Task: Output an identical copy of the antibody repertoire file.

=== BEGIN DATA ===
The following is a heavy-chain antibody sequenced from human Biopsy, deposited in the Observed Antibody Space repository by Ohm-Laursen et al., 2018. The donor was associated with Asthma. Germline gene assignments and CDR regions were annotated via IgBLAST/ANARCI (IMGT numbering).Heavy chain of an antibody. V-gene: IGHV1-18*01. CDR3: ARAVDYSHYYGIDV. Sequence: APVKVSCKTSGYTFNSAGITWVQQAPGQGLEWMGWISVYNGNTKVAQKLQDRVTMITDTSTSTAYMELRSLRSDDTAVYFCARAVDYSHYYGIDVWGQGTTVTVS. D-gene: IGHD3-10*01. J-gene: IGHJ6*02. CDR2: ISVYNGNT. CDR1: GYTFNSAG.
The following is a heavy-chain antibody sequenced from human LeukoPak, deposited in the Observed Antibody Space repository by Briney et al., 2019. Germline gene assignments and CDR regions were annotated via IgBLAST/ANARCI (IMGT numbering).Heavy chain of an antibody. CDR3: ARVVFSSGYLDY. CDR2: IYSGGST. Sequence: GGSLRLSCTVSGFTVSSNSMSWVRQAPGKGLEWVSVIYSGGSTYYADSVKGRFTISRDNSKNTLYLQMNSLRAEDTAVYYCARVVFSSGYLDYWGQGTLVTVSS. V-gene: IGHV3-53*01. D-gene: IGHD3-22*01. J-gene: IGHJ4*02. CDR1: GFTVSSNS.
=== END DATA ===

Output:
The following is a heavy-chain antibody sequenced from human Biopsy, deposited in the Observed Antibody Space repository by Ohm-Laursen et al., 2018. The donor was associated with Asthma. Germline gene assignments and CDR regions were annotated via IgBLAST/ANARCI (IMGT numbering).Heavy chain of an antibody. V-gene: IGHV1-18*01. CDR3: ARAVDYSHYYGIDV. Sequence: APVKVSCKTSGYTFNSAGITWVQQAPGQGLEWMGWISVYNGNTKVAQKLQDRVTMITDTSTSTAYMELRSLRSDDTAVYFCARAVDYSHYYGIDVWGQGTTVTVS. D-gene: IGHD3-10*01. J-gene: IGHJ6*02. CDR2: ISVYNGNT. CDR1: GYTFNSAG.
The following is a heavy-chain antibody sequenced from human LeukoPak, deposited in the Observed Antibody Space repository by Briney et al., 2019. Germline gene assignments and CDR regions were annotated via IgBLAST/ANARCI (IMGT numbering).Heavy chain of an antibody. CDR3: ARVVFSSGYLDY. CDR2: IYSGGST. Sequence: GGSLRLSCTVSGFTVSSNSMSWVRQAPGKGLEWVSVIYSGGSTYYADSVKGRFTISRDNSKNTLYLQMNSLRAEDTAVYYCARVVFSSGYLDYWGQGTLVTVSS. V-gene: IGHV3-53*01. D-gene: IGHD3-22*01. J-gene: IGHJ4*02. CDR1: GFTVSSNS.